How to Invest in Index Funds

Warren Buffett said that if you are not going to learn how to invest at the professional level, you should "just invest in a few good, no load index funds." This article is about the how, what, where, when, and why of index investing.

Why should I invest in index funds instead of stuffing my cash into my mattress?

The benefits of indexing are indisputable—the strategy is cheap, it’s transparent, and it’s no-fuss (once you’ve decided which benchmarks you want to track). And in recent years, indexing has worked particularly well with the world’s most widely mimicked benchmark, Standard & Poor’s 500-stock index.

If you index, you cannot beat the market. This is what you get yourself comfortable with. You will only receive the market return and that's it. In my book, this is perfectly acceptable for a passive investor.

The S&P 500, which was founded in 1927 and has been in it's current form since 1957 has risen from 249 in 1927  to 2,431 as of June 9, 2017 a total return of 976% or 10.8% annualized. Even market returns have been good enough to create enormous wealth over that 90 day period.

Sticking your cash in your mattress would lead to zero return on it, and even worse, inflation would take a large bite out of that wealth each and every year as the purchasing power of that cash decreases. This is the time value of money problem. Money in the future is not worth as much as it is today because of inflation.

Which Index Fund(s) should I choose?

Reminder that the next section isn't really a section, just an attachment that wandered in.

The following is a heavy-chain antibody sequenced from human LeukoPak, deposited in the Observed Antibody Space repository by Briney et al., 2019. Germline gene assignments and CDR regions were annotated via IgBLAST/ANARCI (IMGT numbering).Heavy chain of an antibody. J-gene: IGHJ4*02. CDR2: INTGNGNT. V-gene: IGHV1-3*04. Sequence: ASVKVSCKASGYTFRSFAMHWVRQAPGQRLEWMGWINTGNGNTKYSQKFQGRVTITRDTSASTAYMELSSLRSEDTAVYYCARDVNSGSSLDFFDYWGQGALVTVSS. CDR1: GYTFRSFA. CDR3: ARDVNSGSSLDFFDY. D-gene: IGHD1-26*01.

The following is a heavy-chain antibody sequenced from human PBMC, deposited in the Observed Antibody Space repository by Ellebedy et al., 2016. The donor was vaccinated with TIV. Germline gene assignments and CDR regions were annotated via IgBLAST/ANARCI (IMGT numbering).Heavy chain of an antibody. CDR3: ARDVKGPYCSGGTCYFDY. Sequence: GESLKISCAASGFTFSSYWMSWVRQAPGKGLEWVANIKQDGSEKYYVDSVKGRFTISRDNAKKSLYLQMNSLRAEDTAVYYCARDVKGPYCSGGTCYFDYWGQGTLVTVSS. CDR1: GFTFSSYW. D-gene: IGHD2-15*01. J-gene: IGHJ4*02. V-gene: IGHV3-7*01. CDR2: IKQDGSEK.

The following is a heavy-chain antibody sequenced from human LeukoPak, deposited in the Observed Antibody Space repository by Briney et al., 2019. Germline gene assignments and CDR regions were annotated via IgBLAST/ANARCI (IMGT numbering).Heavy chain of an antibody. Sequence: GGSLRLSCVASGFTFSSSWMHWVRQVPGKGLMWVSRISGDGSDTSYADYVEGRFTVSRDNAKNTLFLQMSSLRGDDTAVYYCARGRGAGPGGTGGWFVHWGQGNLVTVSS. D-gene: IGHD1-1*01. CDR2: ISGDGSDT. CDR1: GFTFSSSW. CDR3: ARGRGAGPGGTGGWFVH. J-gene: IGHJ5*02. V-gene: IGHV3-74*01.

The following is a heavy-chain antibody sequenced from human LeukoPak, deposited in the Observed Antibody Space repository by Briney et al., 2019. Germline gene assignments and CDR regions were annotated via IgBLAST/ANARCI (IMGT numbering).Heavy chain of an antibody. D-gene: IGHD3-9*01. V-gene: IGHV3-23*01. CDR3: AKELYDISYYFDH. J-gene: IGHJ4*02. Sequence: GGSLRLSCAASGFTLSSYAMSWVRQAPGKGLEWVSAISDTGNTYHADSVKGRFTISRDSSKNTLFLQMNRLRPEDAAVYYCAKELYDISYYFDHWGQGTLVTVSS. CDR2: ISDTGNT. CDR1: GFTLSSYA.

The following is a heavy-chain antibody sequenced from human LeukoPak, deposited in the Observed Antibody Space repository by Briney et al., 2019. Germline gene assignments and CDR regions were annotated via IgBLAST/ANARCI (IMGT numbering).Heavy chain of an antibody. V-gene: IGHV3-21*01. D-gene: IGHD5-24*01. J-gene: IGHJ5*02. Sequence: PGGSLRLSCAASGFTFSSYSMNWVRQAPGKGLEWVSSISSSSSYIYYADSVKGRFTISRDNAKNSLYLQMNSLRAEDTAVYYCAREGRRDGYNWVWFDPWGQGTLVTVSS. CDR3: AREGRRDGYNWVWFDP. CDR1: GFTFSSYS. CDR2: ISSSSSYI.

The choice of which index funds you should choose can be impacted by your age and investment time horizon. Money that is in the stock market is five year money. You should not need the money for at least five years. Five years gives the market time to correct (which you cannot predict) and come back. That is why we call it five year money.

Although the five year rule must be followed, your age may be a factor. If you are already retired, and you are living off of your investments, you must still follow the five year rule.

The best advice I can give to someone who wants to invest in index funds as their primary strategy is to pick two or three funds that are based off of major indexes such as the S&P 500 and Dow Jones Industrial Average. These are the most well-known averages and the S&P with 500 stocks is fairly well diversified. The Dow only has 30 stocks but they are big diversified corporations so that would still be all-right.

The key factors in choosing an index funds are:

  • Minimum investment - most index funds have a minimum investment that they require to buy in the first time.
  • Expense ratio: this is the fee you will pay every year and is based on assets under management (how much you have invested in the fund)
  • Sales charge (load) - this is the fee up front for buying into the index fund. The index funds YOU are looking for are "no load" meaning no up front sales charge. This maximizes the amount you have compounding from the start.

Here are some specific index funds to take a look at (I receive no compensation if you click the links):

Index Fund Name

Ticker

Minimum

Expense Ratio

Vanguard 500 Index Inv Sh

VFINX

$3,000

0.17%

Schwab S&P 500 Index Fund

SWPPX

$100

0.09%

Fidelity Spartan 500 Index

FUSEX

$2,500

.095%

What kind of fees will I be charged?

  • The first fee you will be charged when buying an index fund will be the commission your brokerage charges you for buying into the fund. You can buy a lot of index funds directly from the fund management company and avoid the omission.